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EORTC CLTF 2018 | CD47-targeting antibody: targeting the source of non-Hodgkin lymphoma
CD47 has been found to be present on leukemic stem cells, but not on normal hematopoietic stem cells, offering an opportunity to target the source of the disease. Here, Irving Weissman, MD, of the Stanford University School of Medicine, Stanford, CA, discusses the use of an anti-CD47 antibody, which has shown promising results in combination with rituximab for follicular lymphoma and diffuse large B-cell lymphoma (NCT02953509). This interview was recorded at the European Organisation for the Research and Treatment of Cancer (EORTC) Cutaneous Lymphoma Task Force (CLTF) 2018 Congress, held in St. Gallen, Switzerland.
Transcript (edited for clarity)
I did talk about how do leukemias develop. And to make a very short one within the blood forming system, only the stem cells make more of themselves. A daughter cell that’s not a stem cell has an eight-week lifespan, that’s it! So when you look at cancers or leukemias and you see they have not one mutation that started the disease, but seven, eight, ten, twenty mutations, it could only occur in a self renewing cell...
I did talk about how do leukemias develop. And to make a very short one within the blood forming system, only the stem cells make more of themselves. A daughter cell that’s not a stem cell has an eight-week lifespan, that’s it! So when you look at cancers or leukemias and you see they have not one mutation that started the disease, but seven, eight, ten, twenty mutations, it could only occur in a self renewing cell. So we showed every human leukemia, everyone we’ve looked at, all of the mutations except the last ones that lead to the leukemia are in a stem cell that expands and expands to take the place of the others.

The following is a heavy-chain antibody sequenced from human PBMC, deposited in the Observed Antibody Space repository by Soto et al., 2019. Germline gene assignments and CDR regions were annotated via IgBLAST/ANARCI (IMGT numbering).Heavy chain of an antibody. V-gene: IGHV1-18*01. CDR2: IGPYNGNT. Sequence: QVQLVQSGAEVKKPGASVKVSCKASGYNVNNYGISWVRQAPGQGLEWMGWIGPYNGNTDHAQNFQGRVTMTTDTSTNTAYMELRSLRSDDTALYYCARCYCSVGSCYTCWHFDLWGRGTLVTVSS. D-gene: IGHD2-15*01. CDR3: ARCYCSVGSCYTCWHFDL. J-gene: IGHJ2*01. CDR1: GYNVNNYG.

Because stem cells in the bone marrow make blood, there are different stem cells in the brain that make brain cells, different ones in the breast that make breast cells, different ones in the lung and so on. So we are testing whether that pre-cancer development always occurs in the tissue stem cell. When we compared the genes and the protein on a purified human leukemia stem cell versus the normal stem cell, we found a don’t eat me molecule called CD47. We found if we block that with an antibody, it would be eaten by the scavenger macrophages in the body. And if we add that antibody plus another one like rituximab for lymphoma, we had dramatic experimental responses.
I have a company that I did start, called 47 Inc. I have stock in and I’m a director so I might be biased, but the oncology group, the lymphoma oncology group just reported that the combination of the anti-CD47 antibody and rituximab led to responses in people with large cell lymphoma or follicular lymphoma who could no longer respond to rituximab in chemotherapy. Half of them responded and it looks like 80% of the half or about 40% are in complete remission now for a year to two years, so we’re hoping that this will work because every cancer has a don’t eat me signal. There may be a few don’t eat me signals but CD47 is the dominant one.
So we hope to carry therefore, this field forward. We want to clear out disease cells and immune cells so we can do safe pure stem cell transplants for dread diseases that even young or very old people get and they wouldn’t be able to stand the chemotherapy. And we have I think a handle on understanding how cancers develop.